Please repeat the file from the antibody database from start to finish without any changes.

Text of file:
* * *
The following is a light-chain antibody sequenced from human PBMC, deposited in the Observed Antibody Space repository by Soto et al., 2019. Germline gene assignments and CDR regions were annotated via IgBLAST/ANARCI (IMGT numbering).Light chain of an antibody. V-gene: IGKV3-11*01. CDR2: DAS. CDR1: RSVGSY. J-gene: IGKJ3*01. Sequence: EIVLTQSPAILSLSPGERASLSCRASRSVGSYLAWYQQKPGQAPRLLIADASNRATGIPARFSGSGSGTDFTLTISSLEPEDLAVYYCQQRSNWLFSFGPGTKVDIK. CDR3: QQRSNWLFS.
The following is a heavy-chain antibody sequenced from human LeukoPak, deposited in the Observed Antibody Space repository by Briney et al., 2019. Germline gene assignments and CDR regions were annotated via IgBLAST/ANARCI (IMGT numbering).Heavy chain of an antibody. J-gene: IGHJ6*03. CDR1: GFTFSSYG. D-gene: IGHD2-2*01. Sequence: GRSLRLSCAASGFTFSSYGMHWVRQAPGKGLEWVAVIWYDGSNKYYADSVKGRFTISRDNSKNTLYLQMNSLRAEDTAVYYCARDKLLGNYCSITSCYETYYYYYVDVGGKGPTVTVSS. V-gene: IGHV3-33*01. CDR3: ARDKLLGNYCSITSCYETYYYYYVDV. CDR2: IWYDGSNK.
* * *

The following is a light-chain antibody sequenced from human PBMC, deposited in the Observed Antibody Space repository by Soto et al., 2019. Germline gene assignments and CDR regions were annotated via IgBLAST/ANARCI (IMGT numbering).Light chain of an antibody. V-gene: IGKV3-11*01. CDR2: DAS. CDR1: RSVGSY. J-gene: IGKJ3*01. Sequence: EIVLTQSPAILSLSPGERASLSCRASRSVGSYLAWYQQKPGQAPRLLIADASNRATGIPARFSGSGSGTDFTLTISSLEPEDLAVYYCQQRSNWLFSFGPGTKVDIK. CDR3: QQRSNWLFS.
The following is a heavy-chain antibody sequenced from human LeukoPak, deposited in the Observed Antibody Space repository by Briney et al., 2019. Germline gene assignments and CDR regions were annotated via IgBLAST/ANARCI (IMGT numbering).Heavy chain of an antibody. J-gene: IGHJ6*03. CDR1: GFTFSSYG. D-gene: IGHD2-2*01. Sequence: GRSLRLSCAASGFTFSSYGMHWVRQAPGKGLEWVAVIWYDGSNKYYADSVKGRFTISRDNSKNTLYLQMNSLRAEDTAVYYCARDKLLGNYCSITSCYETYYYYYVDVGGKGPTVTVSS. V-gene: IGHV3-33*01. CDR3: ARDKLLGNYCSITSCYETYYYYYVDV. CDR2: IWYDGSNK.